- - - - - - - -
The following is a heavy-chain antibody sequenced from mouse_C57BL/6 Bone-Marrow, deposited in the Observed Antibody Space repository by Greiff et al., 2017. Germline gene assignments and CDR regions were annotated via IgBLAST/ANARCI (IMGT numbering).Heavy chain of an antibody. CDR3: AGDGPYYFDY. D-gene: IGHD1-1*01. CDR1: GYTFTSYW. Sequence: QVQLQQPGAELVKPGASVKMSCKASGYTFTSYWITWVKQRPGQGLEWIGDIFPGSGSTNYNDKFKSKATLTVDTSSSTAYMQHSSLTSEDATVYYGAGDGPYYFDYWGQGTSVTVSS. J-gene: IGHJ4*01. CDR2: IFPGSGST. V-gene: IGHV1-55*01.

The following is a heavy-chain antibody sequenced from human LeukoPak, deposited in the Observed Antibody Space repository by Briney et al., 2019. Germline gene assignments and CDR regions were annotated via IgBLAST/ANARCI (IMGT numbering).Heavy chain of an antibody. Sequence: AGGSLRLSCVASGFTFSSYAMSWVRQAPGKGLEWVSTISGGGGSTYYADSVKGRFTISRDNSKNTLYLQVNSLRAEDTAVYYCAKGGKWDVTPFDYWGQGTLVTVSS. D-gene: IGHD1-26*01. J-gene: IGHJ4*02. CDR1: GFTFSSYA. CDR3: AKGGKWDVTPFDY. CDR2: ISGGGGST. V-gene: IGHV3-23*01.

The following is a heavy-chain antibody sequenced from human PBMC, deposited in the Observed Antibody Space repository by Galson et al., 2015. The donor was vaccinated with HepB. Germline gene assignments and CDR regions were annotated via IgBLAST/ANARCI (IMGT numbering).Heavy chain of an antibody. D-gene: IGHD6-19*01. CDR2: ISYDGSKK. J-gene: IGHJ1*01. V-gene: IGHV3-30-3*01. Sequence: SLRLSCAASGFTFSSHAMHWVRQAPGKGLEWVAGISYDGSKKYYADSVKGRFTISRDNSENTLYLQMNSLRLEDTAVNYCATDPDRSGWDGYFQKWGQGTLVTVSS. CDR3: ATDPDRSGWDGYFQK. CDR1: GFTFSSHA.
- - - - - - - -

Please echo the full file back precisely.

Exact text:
The following is a heavy-chain antibody sequenced from mouse_C57BL/6 Bone-Marrow, deposited in the Observed Antibody Space repository by Greiff et al., 2017. Germline gene assignments and CDR regions were annotated via IgBLAST/ANARCI (IMGT numbering).Heavy chain of an antibody. CDR3: AGDGPYYFDY. D-gene: IGHD1-1*01. CDR1: GYTFTSYW. Sequence: QVQLQQPGAELVKPGASVKMSCKASGYTFTSYWITWVKQRPGQGLEWIGDIFPGSGSTNYNDKFKSKATLTVDTSSSTAYMQHSSLTSEDATVYYGAGDGPYYFDYWGQGTSVTVSS. J-gene: IGHJ4*01. CDR2: IFPGSGST. V-gene: IGHV1-55*01.

The following is a heavy-chain antibody sequenced from human LeukoPak, deposited in the Observed Antibody Space repository by Briney et al., 2019. Germline gene assignments and CDR regions were annotated via IgBLAST/ANARCI (IMGT numbering).Heavy chain of an antibody. Sequence: AGGSLRLSCVASGFTFSSYAMSWVRQAPGKGLEWVSTISGGGGSTYYADSVKGRFTISRDNSKNTLYLQVNSLRAEDTAVYYCAKGGKWDVTPFDYWGQGTLVTVSS. D-gene: IGHD1-26*01. J-gene: IGHJ4*02. CDR1: GFTFSSYA. CDR3: AKGGKWDVTPFDY. CDR2: ISGGGGST. V-gene: IGHV3-23*01.

The following is a heavy-chain antibody sequenced from human PBMC, deposited in the Observed Antibody Space repository by Galson et al., 2015. The donor was vaccinated with HepB. Germline gene assignments and CDR regions were annotated via IgBLAST/ANARCI (IMGT numbering).Heavy chain of an antibody. D-gene: IGHD6-19*01. CDR2: ISYDGSKK. J-gene: IGHJ1*01. V-gene: IGHV3-30-3*01. Sequence: SLRLSCAASGFTFSSHAMHWVRQAPGKGLEWVAGISYDGSKKYYADSVKGRFTISRDNSENTLYLQMNSLRLEDTAVNYCATDPDRSGWDGYFQKWGQGTLVTVSS. CDR3: ATDPDRSGWDGYFQK. CDR1: GFTFSSHA.